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NEWS | June 18, 2024

DAF strengthens warfighting capabilities with deployment of new security forces sUAS technologies

By Debbie Aragon Air Force Installation and Mission Support Center Public Affairs

To further defend U.S. and allied forces in warfighting environments, the Air Force Security Forces Center is set to roll out new small unmanned aircraft systems technologies before the end of this year. 

“At the AFSFC, we concentrate on the provision of warfighting capabilities on behalf of the security forces career field,” said Ed Dyson, AFSFC Air Base Defense chief, “not stateside, home-station sUAS capabilities which are decided at the local level.” 

Warfighting capabilities are often more sophisticated and therefore more expensive than the capabilities required for home station, said Ray McKenney, AFSFC sUAS program manager, so the center focuses on delivering capabilities to Defenders in a deployed environment.  

Home station security forces leaders can purchase the unmanned systems they need based on their specific, diverse home-station missions and geography which often varies from base to base, Dyson said. AFSFC provides training advice, procurement guidance and suggestions for the purchase of sUAS and broader unmanned systems such as robot “dogs.”   

Deployable warfighting technologies AFSFC is fielding in 2024 include the quad copter-Teal 2 sUAS and Red Air Cell training system.  

Teal 2 sUAS 

Weighing less than three pounds, the Teal 2 sUAS compliments the larger Puma UAS system and gives security forces Defenders a lightweight, easy-to-operate vertical take-off and landing system they can carry and launch quickly to provide local area overwatch and situational awareness. The Teal 2 can travel about 5 kilometers from the operator, giving greater visibility on patrol in both daylight and low-light conditions.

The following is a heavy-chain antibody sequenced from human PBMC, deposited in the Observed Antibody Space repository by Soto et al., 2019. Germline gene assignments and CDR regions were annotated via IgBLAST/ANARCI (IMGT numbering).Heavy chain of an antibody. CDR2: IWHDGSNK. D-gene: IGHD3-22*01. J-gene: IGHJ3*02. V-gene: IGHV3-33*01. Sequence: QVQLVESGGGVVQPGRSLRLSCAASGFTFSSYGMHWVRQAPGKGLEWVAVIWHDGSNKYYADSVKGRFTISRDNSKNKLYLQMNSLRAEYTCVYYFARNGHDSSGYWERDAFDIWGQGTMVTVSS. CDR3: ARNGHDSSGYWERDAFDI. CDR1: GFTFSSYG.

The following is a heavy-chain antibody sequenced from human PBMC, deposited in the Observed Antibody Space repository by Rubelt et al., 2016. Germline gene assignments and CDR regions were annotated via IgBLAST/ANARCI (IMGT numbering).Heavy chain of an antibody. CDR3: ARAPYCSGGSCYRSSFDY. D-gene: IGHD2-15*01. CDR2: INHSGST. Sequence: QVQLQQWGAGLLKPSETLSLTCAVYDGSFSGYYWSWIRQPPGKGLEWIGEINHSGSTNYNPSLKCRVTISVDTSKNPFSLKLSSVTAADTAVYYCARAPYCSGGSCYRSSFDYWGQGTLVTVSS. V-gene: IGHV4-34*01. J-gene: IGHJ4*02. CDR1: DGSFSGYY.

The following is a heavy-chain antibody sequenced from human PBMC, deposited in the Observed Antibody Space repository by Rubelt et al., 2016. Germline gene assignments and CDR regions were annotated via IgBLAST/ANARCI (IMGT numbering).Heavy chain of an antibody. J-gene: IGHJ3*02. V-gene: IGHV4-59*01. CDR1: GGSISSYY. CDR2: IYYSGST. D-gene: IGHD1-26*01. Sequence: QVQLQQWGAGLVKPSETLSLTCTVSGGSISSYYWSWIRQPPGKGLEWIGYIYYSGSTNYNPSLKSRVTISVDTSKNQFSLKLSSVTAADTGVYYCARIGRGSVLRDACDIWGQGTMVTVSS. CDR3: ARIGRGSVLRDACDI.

“The reach afforded by the Teal 2 is a force multiplier for security forces as it means that tactical patrols can observe terrain way beyond visual line of site, enabling them more time and better situational awareness to engage threats beyond what was regarded as the norm before the widespread use of sUAS,” McKenney said.  

The initial purchase of the quad copter-Teal 2 is complete and AFSFC subject matter experts are developing a training package for the field.  

Red Air Cell 

The Red Air Cell provides Counter-sUAS system operators realistic training against threat UAS.  

“We can currently field over five capabilities that could be purchased by terrorists or criminals stateside and therefore pose a potential threat to our Air Force installations,” McKenney said.  

Currently AFSFC is working technical support requirements but McKenney said he expects to have the Red Cell Air capability operational and trained operators ready to deploy to the field by the end of 2024.  

“AFSFC is keen to fully exploit sUAS use in the future fight,” he said. 

Puma in flight after being released by a Defender
Member of the Air Force Security Forces Center’s Desert Defender Small Unmanned Aircraft System Section launches a Puma sUAS at Fort Bliss, Texas. (Photo courtesy AFSFC Det. 3 SUAS Section)
Puma in flight after being released by a Defender
Air Force Security Forces sUAS technologies
Member of the Air Force Security Forces Center’s Desert Defender Small Unmanned Aircraft System Section launches a Puma sUAS at Fort Bliss, Texas. (Photo courtesy AFSFC Det. 3 SUAS Section)
Photo By: AFSFC Det. 3
VIRIN: 240613-F-ZZ988-3001
When researching and testing warfighting sUAS capabilities, the center uses real-world lessons learned from installations to improve what they deliver to include training, tactics and procedures, McKenney added.  

“Our main focus in the short- to medium-term (0-5 years) is improving situational awareness available from sUAS, concentrating on how security forces warfighters can share sUAS SA between operators at the tactical patrol level and between operations centers and those patrols,” McKenney said.  

Looking ahead, the center is investigating replacements for both the current fixed wing (Puma) and quad copter systems (Teal 2) as more effective and capable systems become available. 

“sUAS systems are defined by their rapidly evolving nature, not least because of current global conflicts,” he said. “We want to capitalize on these rapidly changing advancements in technology, not only to help reduce the training burden but also to increase situational awareness for as many Defenders and leaders as possible. To do that, we really need to move faster than the speed of acquisition.”  

To help them stay in tune with industry developments, McKenney and his team work closely with the center’s innovation team. 

“They are aware of our desired goals and objectives, and routinely provide Small Business Innovation Research initiatives to us for consideration and are currently working two promising projects. We also work closely with our civil engineer UAS folks, regularly sharing information and comparing our diverse needs,” he said. 

They also team with the Air Force Research Laboratory and Air Force Special Operations Command which is the Air Force’s lead command for sUAS.